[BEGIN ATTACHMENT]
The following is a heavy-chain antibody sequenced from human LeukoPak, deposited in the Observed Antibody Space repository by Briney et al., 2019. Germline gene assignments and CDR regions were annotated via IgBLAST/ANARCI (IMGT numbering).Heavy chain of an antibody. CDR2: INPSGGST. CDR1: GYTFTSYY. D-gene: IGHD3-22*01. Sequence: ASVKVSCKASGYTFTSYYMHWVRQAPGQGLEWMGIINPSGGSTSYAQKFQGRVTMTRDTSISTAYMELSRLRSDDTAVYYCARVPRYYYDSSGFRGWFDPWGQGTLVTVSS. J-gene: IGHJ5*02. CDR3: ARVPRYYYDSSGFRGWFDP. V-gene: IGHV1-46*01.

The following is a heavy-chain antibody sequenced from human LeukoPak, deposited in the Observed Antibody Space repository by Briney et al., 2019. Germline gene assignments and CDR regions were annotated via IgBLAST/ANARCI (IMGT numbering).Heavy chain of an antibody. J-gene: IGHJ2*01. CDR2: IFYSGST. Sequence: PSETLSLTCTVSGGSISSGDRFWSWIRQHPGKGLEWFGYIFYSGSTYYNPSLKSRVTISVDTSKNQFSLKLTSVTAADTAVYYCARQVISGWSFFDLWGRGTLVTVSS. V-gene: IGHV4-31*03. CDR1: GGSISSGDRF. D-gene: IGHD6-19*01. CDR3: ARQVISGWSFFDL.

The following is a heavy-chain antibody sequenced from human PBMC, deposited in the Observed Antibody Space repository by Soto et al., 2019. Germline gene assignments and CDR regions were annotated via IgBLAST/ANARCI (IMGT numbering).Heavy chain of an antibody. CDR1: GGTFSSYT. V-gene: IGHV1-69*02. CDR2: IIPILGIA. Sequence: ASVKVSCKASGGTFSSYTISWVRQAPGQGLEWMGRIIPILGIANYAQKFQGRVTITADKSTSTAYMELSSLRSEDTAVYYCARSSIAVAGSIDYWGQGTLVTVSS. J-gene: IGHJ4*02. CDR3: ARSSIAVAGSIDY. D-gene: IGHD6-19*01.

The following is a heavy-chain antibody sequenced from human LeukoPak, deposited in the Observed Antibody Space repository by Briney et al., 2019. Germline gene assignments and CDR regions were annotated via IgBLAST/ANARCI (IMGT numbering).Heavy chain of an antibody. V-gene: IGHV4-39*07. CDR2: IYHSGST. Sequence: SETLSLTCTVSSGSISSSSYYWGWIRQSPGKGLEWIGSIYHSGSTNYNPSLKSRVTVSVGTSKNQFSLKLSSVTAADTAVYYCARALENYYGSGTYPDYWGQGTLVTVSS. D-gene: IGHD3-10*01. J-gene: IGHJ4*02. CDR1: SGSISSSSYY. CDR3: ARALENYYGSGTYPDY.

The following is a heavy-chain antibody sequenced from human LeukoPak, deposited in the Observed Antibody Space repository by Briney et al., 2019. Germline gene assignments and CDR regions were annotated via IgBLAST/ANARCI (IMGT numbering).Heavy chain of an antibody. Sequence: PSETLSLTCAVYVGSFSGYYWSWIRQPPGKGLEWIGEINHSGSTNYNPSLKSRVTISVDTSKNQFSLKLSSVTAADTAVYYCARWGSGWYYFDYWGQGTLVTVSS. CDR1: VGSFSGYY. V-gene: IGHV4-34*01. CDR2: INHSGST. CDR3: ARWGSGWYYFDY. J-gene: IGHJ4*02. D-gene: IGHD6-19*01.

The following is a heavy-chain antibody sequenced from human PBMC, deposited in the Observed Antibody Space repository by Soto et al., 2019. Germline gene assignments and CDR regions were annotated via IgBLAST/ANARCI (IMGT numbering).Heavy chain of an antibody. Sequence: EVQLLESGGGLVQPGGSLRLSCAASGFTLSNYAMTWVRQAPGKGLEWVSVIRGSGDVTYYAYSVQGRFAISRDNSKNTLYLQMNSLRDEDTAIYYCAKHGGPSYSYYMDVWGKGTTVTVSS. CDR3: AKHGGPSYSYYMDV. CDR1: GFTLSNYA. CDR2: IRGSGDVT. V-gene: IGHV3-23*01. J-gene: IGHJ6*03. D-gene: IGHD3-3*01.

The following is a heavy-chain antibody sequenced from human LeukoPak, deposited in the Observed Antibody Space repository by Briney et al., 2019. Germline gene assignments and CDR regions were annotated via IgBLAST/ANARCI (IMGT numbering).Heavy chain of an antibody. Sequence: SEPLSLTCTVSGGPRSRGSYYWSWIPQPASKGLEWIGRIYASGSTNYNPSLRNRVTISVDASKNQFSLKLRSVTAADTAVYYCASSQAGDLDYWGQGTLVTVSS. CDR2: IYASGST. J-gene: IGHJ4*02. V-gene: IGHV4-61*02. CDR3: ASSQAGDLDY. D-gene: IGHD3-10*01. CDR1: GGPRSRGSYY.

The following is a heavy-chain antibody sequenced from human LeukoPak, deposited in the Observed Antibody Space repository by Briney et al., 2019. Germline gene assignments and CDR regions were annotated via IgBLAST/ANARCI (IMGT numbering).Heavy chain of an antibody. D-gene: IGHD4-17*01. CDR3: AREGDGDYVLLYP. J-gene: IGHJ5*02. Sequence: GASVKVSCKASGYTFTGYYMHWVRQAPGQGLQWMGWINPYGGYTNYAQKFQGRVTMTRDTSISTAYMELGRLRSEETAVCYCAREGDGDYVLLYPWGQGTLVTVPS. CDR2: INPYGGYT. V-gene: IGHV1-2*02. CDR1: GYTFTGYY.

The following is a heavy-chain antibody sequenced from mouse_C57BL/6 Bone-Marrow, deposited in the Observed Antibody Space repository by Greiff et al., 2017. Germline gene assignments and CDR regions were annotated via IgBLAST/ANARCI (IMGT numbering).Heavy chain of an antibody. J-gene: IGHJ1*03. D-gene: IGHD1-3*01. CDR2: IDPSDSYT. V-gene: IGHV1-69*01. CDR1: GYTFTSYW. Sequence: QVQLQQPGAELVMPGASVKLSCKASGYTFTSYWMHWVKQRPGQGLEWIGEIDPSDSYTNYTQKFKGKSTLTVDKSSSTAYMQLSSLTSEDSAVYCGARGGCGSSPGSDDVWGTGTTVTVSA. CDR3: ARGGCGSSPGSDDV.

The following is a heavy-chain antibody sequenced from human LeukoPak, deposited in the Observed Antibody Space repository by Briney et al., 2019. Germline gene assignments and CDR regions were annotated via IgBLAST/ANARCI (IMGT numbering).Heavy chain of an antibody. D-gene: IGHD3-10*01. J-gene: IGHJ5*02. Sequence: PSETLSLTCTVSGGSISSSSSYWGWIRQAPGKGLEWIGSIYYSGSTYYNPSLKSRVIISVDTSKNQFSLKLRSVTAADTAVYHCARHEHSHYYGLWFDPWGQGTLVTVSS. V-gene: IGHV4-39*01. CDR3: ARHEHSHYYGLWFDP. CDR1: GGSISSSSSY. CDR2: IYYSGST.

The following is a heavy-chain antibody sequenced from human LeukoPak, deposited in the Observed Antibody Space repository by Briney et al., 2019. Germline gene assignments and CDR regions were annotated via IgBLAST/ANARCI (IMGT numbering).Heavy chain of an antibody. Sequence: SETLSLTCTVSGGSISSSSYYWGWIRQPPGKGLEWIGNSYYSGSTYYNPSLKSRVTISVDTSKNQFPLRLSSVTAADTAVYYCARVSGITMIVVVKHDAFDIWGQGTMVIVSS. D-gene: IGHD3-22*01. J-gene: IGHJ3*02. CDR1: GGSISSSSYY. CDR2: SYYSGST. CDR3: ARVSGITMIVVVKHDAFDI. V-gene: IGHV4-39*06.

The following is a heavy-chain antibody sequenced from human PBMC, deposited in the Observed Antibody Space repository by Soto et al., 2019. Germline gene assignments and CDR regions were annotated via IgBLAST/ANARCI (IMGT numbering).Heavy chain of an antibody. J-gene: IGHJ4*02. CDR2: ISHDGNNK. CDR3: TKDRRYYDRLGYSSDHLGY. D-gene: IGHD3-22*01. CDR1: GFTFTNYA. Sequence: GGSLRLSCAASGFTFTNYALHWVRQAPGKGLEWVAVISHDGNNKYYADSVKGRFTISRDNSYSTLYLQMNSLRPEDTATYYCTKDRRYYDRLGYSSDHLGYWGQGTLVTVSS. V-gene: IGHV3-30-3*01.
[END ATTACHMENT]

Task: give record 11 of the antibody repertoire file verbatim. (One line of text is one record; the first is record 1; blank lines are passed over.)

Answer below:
The following is a heavy-chain antibody sequenced from human LeukoPak, deposited in the Observed Antibody Space repository by Briney et al., 2019. Germline gene assignments and CDR regions were annotated via IgBLAST/ANARCI (IMGT numbering).Heavy chain of an antibody. Sequence: SETLSLTCTVSGGSISSSSYYWGWIRQPPGKGLEWIGNSYYSGSTYYNPSLKSRVTISVDTSKNQFPLRLSSVTAADTAVYYCARVSGITMIVVVKHDAFDIWGQGTMVIVSS. D-gene: IGHD3-22*01. J-gene: IGHJ3*02. CDR1: GGSISSSSYY. CDR2: SYYSGST. CDR3: ARVSGITMIVVVKHDAFDI. V-gene: IGHV4-39*06.